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Pinnacle last won the day on October 5 2016

Pinnacle had the most liked content!

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About Pinnacle

  • Rank
  • Birthday 19/09/74


  • Beekeeping Experience
    Commercial Beekeeper


  • Location
    Hawkes Bay
  1. Very early DWV

    Bayvarol immediately. Give it a couple weeks after that and test for mites if you wish (alcohol wash). If you're still seeing many, I would then OA or MAQ to try and knock them down. Hopefully the Bayvarol drops them and you can just leave the strips in. If that is the case, they'll run out of activity by end September. If you're still several weeks away from a flow, couple options - either follow the Bayvarol with Apivar and remove it before the flow, or remove the Bayvarol, wait a bit then treat with OA program or FA (MAQs) before the flow. I wouldn't put Bayvarol in now, have it run out end September then do nothing through the flow - thats a long time period and risky.
  2. August 2017 Apiary Diary

    Here we go again.... beeses busy in early nectarines on a fine sunny day today.
  3. oh that's good then Comvita says manuka at low risk from myrtle rust
  4. Archive Plant ID please

    hi, would appreciate an ID. I have a lot of this at the moment at a couple of sites, would be interested to know whether it is any use to the bees. I'm thinking maybe a hoheria species but can't decide...
  5. 787,310 registered hives

    as at February 2017, across 49,080 apiaries, according to assurequality via the APINZ update email yesterday. Same email states 313,339 hives in June 2007, 10 years ago. Anyone like to hold a sweep for the date we pass 1 million hives?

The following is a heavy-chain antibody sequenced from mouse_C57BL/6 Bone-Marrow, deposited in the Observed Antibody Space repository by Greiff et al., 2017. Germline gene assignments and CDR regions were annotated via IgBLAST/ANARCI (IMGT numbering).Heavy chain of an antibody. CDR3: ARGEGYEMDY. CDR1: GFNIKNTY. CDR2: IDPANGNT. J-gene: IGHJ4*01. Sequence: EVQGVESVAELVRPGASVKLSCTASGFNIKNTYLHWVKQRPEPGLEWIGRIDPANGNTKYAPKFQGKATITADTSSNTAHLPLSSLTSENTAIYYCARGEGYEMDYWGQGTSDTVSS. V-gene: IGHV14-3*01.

6. Varroa hitchhikers

    Recent footage shows the ability of varroa mites to nimbly hitch a ride on a passing bee, when waiting on a flower. Sure the mites were artificially placed on the flowers in this work, but the video shows surprising agility on the behalf of the mite. Deadly Mites Can Leap From Flowers Onto Bees, This First-Ever Video Shows
  7. And I'll be rich, rich I tell ya! Ma ha ha ha ha ha ha
  8. Plant ID please

    hi, can someone let me know what this is please. Didn't really see bees working it, but it was a cold day when I was in the area. There is an awful lot of it around in this area, so I would be interested to know if it is useful (especially as there is little else available in the area at the moment) Thanks:)
  9. Not sure if this is in the right place, please shift it if you need to moderators. I want to do some work logging temp and RH related to queen bees (not in the hive). We run all Macs in our house, so I need a logger/analysis software package compatible with Mac OS. Most of those available online seem to be Windows based for some reason... If you can keep the barbed comments about the fact I own Macs that won't run most data loggers to yourselves I'd appreciate it I'm looking for a small logger (max 100g?) that measure both RH and temp, that can then later be dumped into computer for analysis. For the tech types on here, any advice you could give would be appreciated!
  10. 48 over-wintered, single-box, full depth hives for sale. These are palletised in groups of 4, suitable for commercial production. For sale as a group, not individually. These hives have been stimulated and are actively laying well now. Full details available on trademe listing here: Beehives for sale Please note this is an auction - no "buy-now" price. We will also be supplying mated queens and nucleus colonies from October onwards, as per our directory listing for Queen Midas Bees. Please feel free to get in touch if you wish to secure either mated queens or nucs through spring/summer (any quantity). Beekeeper registration number H4838. Thanks
  11. Honey bee healthy recipe